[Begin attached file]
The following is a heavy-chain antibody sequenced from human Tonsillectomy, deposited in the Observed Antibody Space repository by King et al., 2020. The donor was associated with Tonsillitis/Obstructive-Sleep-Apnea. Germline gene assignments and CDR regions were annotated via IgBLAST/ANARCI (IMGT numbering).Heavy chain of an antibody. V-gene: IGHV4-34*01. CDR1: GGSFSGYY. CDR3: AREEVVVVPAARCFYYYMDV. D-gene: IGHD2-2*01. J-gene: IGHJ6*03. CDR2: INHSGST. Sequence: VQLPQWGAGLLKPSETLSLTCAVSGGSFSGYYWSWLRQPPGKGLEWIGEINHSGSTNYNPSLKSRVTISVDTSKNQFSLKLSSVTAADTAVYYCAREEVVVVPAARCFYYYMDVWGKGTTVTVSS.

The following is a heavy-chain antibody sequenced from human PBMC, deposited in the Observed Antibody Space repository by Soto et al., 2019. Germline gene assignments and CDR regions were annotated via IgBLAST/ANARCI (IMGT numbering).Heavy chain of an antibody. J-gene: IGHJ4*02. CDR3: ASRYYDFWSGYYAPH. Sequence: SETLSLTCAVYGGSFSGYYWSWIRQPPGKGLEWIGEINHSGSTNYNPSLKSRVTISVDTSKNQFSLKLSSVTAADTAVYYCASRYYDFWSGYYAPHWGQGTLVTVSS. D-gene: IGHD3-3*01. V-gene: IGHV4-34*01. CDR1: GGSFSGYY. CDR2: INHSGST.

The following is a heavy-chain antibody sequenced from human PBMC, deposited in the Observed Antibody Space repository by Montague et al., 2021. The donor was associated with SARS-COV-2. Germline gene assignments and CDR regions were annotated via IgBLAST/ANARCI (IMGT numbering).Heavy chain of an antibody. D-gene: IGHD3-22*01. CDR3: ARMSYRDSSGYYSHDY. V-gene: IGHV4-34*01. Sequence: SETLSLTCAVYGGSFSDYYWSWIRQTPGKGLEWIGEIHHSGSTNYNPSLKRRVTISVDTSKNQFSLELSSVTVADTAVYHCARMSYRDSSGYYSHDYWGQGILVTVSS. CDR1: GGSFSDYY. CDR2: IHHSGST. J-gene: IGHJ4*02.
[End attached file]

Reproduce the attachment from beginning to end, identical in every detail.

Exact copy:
The following is a heavy-chain antibody sequenced from human Tonsillectomy, deposited in the Observed Antibody Space repository by King et al., 2020. The donor was associated with Tonsillitis/Obstructive-Sleep-Apnea. Germline gene assignments and CDR regions were annotated via IgBLAST/ANARCI (IMGT numbering).Heavy chain of an antibody. V-gene: IGHV4-34*01. CDR1: GGSFSGYY. CDR3: AREEVVVVPAARCFYYYMDV. D-gene: IGHD2-2*01. J-gene: IGHJ6*03. CDR2: INHSGST. Sequence: VQLPQWGAGLLKPSETLSLTCAVSGGSFSGYYWSWLRQPPGKGLEWIGEINHSGSTNYNPSLKSRVTISVDTSKNQFSLKLSSVTAADTAVYYCAREEVVVVPAARCFYYYMDVWGKGTTVTVSS.

The following is a heavy-chain antibody sequenced from human PBMC, deposited in the Observed Antibody Space repository by Soto et al., 2019. Germline gene assignments and CDR regions were annotated via IgBLAST/ANARCI (IMGT numbering).Heavy chain of an antibody. J-gene: IGHJ4*02. CDR3: ASRYYDFWSGYYAPH. Sequence: SETLSLTCAVYGGSFSGYYWSWIRQPPGKGLEWIGEINHSGSTNYNPSLKSRVTISVDTSKNQFSLKLSSVTAADTAVYYCASRYYDFWSGYYAPHWGQGTLVTVSS. D-gene: IGHD3-3*01. V-gene: IGHV4-34*01. CDR1: GGSFSGYY. CDR2: INHSGST.

The following is a heavy-chain antibody sequenced from human PBMC, deposited in the Observed Antibody Space repository by Montague et al., 2021. The donor was associated with SARS-COV-2. Germline gene assignments and CDR regions were annotated via IgBLAST/ANARCI (IMGT numbering).Heavy chain of an antibody. D-gene: IGHD3-22*01. CDR3: ARMSYRDSSGYYSHDY. V-gene: IGHV4-34*01. Sequence: SETLSLTCAVYGGSFSDYYWSWIRQTPGKGLEWIGEIHHSGSTNYNPSLKRRVTISVDTSKNQFSLELSSVTVADTAVYHCARMSYRDSSGYYSHDYWGQGILVTVSS. CDR1: GGSFSDYY. CDR2: IHHSGST. J-gene: IGHJ4*02.